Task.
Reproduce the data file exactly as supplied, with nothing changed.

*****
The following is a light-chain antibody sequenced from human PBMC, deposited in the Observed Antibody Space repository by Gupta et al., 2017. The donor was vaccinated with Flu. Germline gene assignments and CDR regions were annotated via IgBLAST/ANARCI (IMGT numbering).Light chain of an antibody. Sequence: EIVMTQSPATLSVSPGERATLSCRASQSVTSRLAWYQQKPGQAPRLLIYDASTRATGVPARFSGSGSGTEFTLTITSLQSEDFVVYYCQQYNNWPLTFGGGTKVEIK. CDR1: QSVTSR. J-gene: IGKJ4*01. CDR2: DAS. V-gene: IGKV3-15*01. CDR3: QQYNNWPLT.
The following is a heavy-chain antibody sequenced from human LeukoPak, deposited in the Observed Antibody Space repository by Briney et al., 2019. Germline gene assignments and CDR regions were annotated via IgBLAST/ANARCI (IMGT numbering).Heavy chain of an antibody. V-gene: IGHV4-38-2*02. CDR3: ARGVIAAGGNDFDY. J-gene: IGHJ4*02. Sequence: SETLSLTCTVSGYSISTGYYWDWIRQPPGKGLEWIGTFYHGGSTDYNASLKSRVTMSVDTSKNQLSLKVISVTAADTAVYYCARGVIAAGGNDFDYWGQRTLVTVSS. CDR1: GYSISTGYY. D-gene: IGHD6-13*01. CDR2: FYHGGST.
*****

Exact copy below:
The following is a light-chain antibody sequenced from human PBMC, deposited in the Observed Antibody Space repository by Gupta et al., 2017. The donor was vaccinated with Flu. Germline gene assignments and CDR regions were annotated via IgBLAST/ANARCI (IMGT numbering).Light chain of an antibody. Sequence: EIVMTQSPATLSVSPGERATLSCRASQSVTSRLAWYQQKPGQAPRLLIYDASTRATGVPARFSGSGSGTEFTLTITSLQSEDFVVYYCQQYNNWPLTFGGGTKVEIK. CDR1: QSVTSR. J-gene: IGKJ4*01. CDR2: DAS. V-gene: IGKV3-15*01. CDR3: QQYNNWPLT.
The following is a heavy-chain antibody sequenced from human LeukoPak, deposited in the Observed Antibody Space repository by Briney et al., 2019. Germline gene assignments and CDR regions were annotated via IgBLAST/ANARCI (IMGT numbering).Heavy chain of an antibody. V-gene: IGHV4-38-2*02. CDR3: ARGVIAAGGNDFDY. J-gene: IGHJ4*02. Sequence: SETLSLTCTVSGYSISTGYYWDWIRQPPGKGLEWIGTFYHGGSTDYNASLKSRVTMSVDTSKNQLSLKVISVTAADTAVYYCARGVIAAGGNDFDYWGQRTLVTVSS. CDR1: GYSISTGYY. D-gene: IGHD6-13*01. CDR2: FYHGGST.